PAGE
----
A better approach might be to use an overpass query for all addr:postcode=21709 where other address tags are present and change those to 21850 if we knew that all 21708 post codes became 21850

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Agreeing, Mike, that (I’ll speak for the USA and ZIP codes specifically, though I BELIEVE this is true of postal_codes in general around the world) placing these upon an addr:postcode is correct OSM tagging behavior.

Yeah, that’s a big, big if right there.

I did not suggest that an area can be used to cover all the buildings with one zipcode. When I tried to map zipcodes I quickly desisted, seeing how hard it is to be accurate about it.
That doesn’t mean that an area within which all buildings have the same zipcode cannot be defined.
While the area itself probably has no intrinsic meaning, it could make the mapping easier; especially when we’re talking about a city/suburb where all buildings share the same zipcode.

Other than that, I know nothing more about zipcodes and thus will let you advise better.

This can be a tricky, slippery subject. We’ve covered many of its highlights right here. If there is a “moral to this story” it is to be ever vigilant, so our data “stay at least good” and sometimes “improve by tomorrow.”

There is addr:postcode=* (often on a node denoting an “address”), there is postal_code, there is the whole topic of ZIP codes (being as defined as they are in the USA and act as a routing algorithm, not a geo-area). We’ve mashed a lot together, it’s good to sometimes talk about it all (we have here and do so) and it’s good to sometimes be aware of where to polish our data to a high gloss. Be careful with post codes, it can be a messy topic, especially as misunderstandings persist. We’re fine.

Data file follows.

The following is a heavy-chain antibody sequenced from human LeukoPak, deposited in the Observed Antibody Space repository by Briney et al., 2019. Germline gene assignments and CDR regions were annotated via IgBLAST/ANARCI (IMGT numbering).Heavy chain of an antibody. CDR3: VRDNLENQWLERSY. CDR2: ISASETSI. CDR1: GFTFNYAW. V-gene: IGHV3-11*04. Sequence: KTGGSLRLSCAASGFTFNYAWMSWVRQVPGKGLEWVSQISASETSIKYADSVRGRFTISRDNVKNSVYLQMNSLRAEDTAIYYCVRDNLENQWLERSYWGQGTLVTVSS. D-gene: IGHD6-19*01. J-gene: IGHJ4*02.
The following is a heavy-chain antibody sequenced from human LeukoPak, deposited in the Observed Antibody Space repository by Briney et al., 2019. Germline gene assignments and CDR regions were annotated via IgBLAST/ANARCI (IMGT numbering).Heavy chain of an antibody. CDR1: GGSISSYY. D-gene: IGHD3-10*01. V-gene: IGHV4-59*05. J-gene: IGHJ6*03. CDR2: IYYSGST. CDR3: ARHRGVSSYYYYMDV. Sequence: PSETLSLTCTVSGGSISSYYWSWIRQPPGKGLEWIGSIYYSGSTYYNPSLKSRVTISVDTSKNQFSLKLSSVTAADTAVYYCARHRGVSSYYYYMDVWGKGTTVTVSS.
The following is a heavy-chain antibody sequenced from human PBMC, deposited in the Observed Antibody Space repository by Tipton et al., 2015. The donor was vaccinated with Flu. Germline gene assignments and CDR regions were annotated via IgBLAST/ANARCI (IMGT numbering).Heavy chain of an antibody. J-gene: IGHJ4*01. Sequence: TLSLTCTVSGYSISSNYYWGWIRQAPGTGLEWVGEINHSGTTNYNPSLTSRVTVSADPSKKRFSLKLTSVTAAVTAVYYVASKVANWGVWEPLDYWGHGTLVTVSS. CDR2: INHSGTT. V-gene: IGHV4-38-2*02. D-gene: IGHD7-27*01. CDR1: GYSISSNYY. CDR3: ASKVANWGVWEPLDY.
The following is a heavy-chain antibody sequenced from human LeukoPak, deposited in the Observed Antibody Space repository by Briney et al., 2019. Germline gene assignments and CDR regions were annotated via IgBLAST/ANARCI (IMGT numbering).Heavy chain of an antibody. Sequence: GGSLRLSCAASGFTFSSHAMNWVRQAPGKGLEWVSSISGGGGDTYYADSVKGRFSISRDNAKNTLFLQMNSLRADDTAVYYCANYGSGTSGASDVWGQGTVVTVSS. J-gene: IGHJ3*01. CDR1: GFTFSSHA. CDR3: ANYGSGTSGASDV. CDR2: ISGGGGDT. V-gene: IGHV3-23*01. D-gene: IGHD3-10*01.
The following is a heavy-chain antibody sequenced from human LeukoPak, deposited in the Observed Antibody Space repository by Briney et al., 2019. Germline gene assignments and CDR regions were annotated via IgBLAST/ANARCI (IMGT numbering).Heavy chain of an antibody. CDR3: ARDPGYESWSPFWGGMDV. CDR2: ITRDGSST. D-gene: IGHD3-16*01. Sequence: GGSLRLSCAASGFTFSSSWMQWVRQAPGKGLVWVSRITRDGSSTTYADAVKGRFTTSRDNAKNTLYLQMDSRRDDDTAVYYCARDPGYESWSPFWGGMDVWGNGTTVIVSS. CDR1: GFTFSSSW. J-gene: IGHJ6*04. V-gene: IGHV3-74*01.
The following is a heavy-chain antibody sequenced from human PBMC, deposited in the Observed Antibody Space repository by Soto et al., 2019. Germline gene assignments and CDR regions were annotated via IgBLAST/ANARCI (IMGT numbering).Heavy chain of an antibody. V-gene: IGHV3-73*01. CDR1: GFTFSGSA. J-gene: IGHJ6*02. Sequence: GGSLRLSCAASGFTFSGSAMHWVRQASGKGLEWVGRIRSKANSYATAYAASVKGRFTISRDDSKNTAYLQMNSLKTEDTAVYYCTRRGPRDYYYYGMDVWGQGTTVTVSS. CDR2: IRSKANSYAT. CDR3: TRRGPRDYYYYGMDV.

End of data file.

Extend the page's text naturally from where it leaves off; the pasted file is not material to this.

I remember San Felipe from about a half-century ago, where my family and I spent part of a summer.

I have some concerns about these changesets as it seems to have added postcodes to everything in the area. It’s incorrect to add address information to things that don’t have postal addresses. For example, every node in every piece of geometry:
(ex Node History: 7211813150 | OpenStreetMap). Another example is that this piece of coastline shouldn’t have a zip code:

I would like to hear more about this changeset which adds a zipcode boundary: Changeset: 138874109 | OpenStreetMap. As noted above, zip code are not areas.

My suggestion is to revert these changes while you work out a strategy to get more precision on the edit. In my experience (3% of all address tags in the US are from me) it is quite difficult to bulk add things like this. Some strategies that tend to work better: